Plant Parasites of Europe

leafminers, galls and fungi

Agromyza nigrescens

Agromyza nigrescens Hendel, 1920

Agromyza nigrescens on Geranium columbinum

Geranium columbinum, Belgium, prov. Namur, Dourbes, Montagne aux Buis, 17.v.2023 © Stéphane Claerebout

Agromyza nigrescens: mine on Geranium pusillum

Geranium pusillum, Amstelveen, Schinkelbos

Agromyza nigrescens: mine

larva and frass

Agromyza nigrescens: mine on Geranium rotundifolium

young mine

Agromyza nigrescens: mine on Geranium robertianum

Geranium robertianum, Blitterswijck; © Wouter Bosgra

Agromyza nigrescens: mine on Geranium rotundifolium

Geranium rotundifolium, Spain, Pyrenees, Esterri d’Anneu; © Paul van Wielink

Agromyza nigrescens: mine


Agromyza nigrescens mine

strongly different mine on Geranium columbinum, Belgium, prov. Namur, Sosoye; © Jean-Yves Baugnée


The mine is described by Hering (1957a) as follows: “Upper-surface mine. The start is corridor-like and generally follows the leaf margin. Further on the mine widens considerably, forms a secondary blotch and gets irregular sides that are deeply eaten out. Primary and secondary feeding lines clearly visible. Frass mostly in large clumps. Pupation outside the mine. The mine only rarely occurs inGeranium robertianum; the frass then is fine-grained and the mines are smaller.”

The Dutch material differs considerably from both of these types, in particular because much of the frass is in long threads. Hering didn’t think it impossible the the miners of Geranium robertianum and the other Geranium species might be different species; in this line the Dutch material might form a third species. But it also is possible to suppose an unusually strong effect of the host plant species upon the mine and the frass pattern.

host plants

Geraniaceae, oligophagous

Erodium moschatum; Geranium columbinum, dissectum, molle, nodosum, palustre, phaeum, pratense, purpureum, pusillum, robertianum, rotundifolium, sanguineum, sylvaticum.


Larvae in summer (Robbins, 1991a). The larvae of the Dutch material were collected in the first half of September.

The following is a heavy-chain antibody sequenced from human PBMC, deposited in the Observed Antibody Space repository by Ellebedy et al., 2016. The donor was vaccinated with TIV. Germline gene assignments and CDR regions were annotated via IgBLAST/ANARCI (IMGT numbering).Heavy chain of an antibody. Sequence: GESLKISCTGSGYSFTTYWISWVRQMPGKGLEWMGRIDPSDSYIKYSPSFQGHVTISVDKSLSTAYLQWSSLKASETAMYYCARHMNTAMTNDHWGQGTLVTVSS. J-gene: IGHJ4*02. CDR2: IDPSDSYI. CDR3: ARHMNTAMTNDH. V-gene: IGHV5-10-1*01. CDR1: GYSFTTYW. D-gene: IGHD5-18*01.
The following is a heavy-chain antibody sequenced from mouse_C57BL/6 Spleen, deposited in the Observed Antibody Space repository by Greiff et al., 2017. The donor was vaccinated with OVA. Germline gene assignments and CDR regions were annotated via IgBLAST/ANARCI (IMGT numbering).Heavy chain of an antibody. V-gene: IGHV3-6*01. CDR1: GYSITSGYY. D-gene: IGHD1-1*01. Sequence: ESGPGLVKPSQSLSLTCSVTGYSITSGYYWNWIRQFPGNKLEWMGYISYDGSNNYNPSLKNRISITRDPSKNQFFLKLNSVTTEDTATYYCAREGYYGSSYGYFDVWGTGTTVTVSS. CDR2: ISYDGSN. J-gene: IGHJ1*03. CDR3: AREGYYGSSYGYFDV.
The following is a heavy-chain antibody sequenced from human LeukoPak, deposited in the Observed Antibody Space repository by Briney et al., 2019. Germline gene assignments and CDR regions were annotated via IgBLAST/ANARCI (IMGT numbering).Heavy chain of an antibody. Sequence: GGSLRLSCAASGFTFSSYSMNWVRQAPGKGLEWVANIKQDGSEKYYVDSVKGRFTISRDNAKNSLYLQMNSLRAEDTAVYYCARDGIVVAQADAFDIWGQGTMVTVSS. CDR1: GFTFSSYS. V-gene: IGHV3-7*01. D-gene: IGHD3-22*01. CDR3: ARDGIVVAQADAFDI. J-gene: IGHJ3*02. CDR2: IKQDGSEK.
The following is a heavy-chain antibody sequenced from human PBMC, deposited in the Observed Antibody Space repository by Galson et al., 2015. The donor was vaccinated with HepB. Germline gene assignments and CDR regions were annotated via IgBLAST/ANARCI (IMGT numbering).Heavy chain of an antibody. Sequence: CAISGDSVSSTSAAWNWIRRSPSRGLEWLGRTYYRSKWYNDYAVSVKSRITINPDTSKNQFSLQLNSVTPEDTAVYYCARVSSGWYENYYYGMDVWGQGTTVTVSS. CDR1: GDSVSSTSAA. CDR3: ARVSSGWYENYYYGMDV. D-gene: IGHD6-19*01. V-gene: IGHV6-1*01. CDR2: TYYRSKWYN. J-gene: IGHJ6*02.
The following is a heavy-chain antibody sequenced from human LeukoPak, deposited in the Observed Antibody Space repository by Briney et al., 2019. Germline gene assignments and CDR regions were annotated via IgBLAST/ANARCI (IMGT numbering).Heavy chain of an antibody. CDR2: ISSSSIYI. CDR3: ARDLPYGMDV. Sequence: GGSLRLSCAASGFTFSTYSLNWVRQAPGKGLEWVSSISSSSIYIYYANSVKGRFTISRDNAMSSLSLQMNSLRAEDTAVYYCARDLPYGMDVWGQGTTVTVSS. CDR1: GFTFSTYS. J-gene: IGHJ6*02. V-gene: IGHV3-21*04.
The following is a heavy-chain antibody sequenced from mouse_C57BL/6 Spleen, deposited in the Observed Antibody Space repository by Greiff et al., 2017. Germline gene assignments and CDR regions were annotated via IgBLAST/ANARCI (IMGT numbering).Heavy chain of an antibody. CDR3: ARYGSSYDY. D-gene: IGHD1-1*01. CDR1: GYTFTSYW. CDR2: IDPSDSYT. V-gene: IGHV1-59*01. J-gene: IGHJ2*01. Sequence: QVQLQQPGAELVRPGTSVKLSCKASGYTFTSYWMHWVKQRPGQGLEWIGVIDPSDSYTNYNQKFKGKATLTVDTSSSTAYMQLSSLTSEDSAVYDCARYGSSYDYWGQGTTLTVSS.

BE recorded (prov. Namur, Jean-Yves Baugnée).

NE recorded (Ellis, 2007: Amstelveen).

LUX not recorded (Fauna Europaea (2007).

distribution within Europe

Europe west of the line Finland – Poland – Serbia, but not (yet?) known from Ireland (Fauna Europaea (2007).




Agromyza microchaeta Hendel, 1920, A. heringi de Meijere, 1925, A. oycoviensis Beiger, 1960.


While Hering (1957a( writes that the species is rare on G. robertianum, Robbins (1991a) states that in the UK robertianum is the only hostplant. This matches with Hering’s hunch that nigrescens may be a mix of two species.


Beiger (1960a, 1970a, 1972e), Buhr (1930a, 1932a, 1941a,b, 1964a), Černý (2004a, 2011A), Černý & Merz (2006a, 2007a), Černý & Vála (1999a), Chałańska, Łabanowski & Soika (2006a), Ci̇velek, Çikman & Dursun (2008a), Gil Ortiz (2009a), Hartig (1939a), Hering (1927a, 1932e, 1955b, 1957a, 1967a), Huber (1969a), Maček (1999a), Masetti, Lanzoni, Burgio & Süss (2004a), de Meijere (1925a), Michalska (1970a), Ostrauskas, Pakalniškis & Taluntytė (2003a), Pakalniškis (1993a), Papp & Černý (2015a), Robbins (1991a), Rydén (1956a), Skala (1951a), Skala & Zavřel (1945a), Sønderup (1949a), Spencer (1953a, 1957f, 1972a,b, 1973c, 1976a), Starý (1930a), Surányi (1942a), von Tschirnhaus (1999a), Withers (2007a), Zlobin (1986b).

Last modified 23.v.2023